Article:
ICD-10: The good, the bad, and the advice | Behavioral Healthcare Executive Skip to content Skip to navigation

ICD-10: The good, the bad, and the advice

May 15, 2014
by Behavioral Healthcare editors
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Now that it has been confirmed that the transition to ICD-10 will be delayed another year, there are mixed reactions. While some providers are deeply relieved, other organizations are worried about how the delay will affect their financials.

The Washington, D.C.-based American Health Information Management Association (AHIMA) estimates that another one-year delay of ICD-10 would likely cost the industry an additional $1 billion to $6.6 billion on top of the already incurred costs from the previous one-year delay, according to Healthcare Informatics

However, the delay is not perceived as negative by everyone. A recent report from the New York City-based global rating agency Fitch Ratings is viewed as a positive credit development for not-for-profit hospitals. Adding to the turmoil are conflicting reports on how ready payers were for the transition; some say the large payers were ready, others say that a significant amount of all payers were not.

In an April 1 blog, Lisette Wright advised Behavioral Healthcare readers of the delay proposal that blind-sided most of those following the House bill H.R. 4302, the Medicare Sustainable Growth Rate Bill. She acknowledges both positive and negative consequences, most of which have yet to be determined and notes, “The US is the last industrialized country to adopt ICD-10. ICD-11 is tentatively scheduled to be released in 2017, just two years after the 2015 U.S. ICD-10 deadline.”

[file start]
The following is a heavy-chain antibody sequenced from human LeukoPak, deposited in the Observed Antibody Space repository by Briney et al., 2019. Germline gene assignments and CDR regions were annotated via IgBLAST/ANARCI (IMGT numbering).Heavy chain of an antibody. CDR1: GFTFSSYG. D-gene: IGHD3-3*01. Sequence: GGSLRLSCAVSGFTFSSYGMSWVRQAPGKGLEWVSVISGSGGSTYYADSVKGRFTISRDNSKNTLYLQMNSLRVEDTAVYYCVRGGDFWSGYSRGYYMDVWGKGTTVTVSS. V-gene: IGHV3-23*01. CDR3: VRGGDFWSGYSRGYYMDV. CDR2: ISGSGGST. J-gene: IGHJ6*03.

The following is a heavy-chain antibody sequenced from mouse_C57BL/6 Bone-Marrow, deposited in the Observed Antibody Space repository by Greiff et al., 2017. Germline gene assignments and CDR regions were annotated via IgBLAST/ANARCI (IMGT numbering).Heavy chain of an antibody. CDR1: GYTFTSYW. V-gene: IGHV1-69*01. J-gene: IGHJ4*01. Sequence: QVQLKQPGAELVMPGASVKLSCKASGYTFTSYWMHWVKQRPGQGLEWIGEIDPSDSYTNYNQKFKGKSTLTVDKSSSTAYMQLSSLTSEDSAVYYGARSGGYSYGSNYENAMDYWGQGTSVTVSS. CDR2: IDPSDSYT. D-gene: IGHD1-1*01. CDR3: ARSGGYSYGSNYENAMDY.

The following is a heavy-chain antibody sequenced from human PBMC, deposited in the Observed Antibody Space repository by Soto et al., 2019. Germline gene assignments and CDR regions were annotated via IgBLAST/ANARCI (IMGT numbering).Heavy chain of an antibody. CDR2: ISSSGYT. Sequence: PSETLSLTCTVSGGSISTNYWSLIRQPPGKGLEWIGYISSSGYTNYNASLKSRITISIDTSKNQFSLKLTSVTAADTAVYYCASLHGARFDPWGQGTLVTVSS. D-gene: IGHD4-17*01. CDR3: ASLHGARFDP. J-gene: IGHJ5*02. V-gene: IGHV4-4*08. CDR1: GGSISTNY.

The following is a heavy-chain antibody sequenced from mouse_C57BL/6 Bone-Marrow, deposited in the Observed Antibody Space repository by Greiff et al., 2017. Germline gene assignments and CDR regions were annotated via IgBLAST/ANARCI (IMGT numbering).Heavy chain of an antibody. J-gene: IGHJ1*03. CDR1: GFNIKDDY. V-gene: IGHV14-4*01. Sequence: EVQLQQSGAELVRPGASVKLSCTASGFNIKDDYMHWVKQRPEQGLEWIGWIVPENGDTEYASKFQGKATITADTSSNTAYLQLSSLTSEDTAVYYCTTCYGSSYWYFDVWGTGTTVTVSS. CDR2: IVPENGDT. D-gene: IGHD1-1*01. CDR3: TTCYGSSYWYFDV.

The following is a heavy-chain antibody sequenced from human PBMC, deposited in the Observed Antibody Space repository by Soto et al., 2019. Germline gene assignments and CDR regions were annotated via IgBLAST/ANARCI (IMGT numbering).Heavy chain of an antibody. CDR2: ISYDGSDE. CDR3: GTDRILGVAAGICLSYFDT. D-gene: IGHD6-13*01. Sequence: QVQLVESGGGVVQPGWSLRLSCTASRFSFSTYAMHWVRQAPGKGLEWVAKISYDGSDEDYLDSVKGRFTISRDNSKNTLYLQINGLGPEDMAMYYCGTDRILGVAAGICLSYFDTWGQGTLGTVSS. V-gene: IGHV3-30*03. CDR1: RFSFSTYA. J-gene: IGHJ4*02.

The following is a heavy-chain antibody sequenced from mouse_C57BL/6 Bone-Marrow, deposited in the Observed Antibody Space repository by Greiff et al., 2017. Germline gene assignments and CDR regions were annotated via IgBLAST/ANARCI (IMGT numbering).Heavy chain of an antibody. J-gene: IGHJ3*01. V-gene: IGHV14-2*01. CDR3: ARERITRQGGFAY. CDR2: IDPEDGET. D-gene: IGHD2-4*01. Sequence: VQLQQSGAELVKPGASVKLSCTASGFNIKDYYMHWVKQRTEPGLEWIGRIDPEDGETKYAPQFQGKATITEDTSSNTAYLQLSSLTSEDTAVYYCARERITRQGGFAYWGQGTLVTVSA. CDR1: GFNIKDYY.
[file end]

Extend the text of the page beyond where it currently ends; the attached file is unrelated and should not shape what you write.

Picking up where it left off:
Behavioral health organizations have been slow to acknowledge the need to implement ICD-10. “Much work is to be done and for behavioral health organizations who still do not think ICD-10 applies to them, consider this a reprieve and an opportunity,” Wright advises.

Wright cautions that ICD-10, as well as the DSM-5 updates, will require a huge shift in organizational cultures, compliance, and willingness.  “I strongly recommend that you begin your DSM-5/ICD-10 transition process now,” she adds. “The scope of this is very large, especially testing systems and the clinical training components. Training clinicians in the dual manuals, the intricacies of the manuals, and to practice dual coding with continuous utilization review will be imperative to maintaining a strong fiscal foundation for your organization when ICD-10 goes into effect.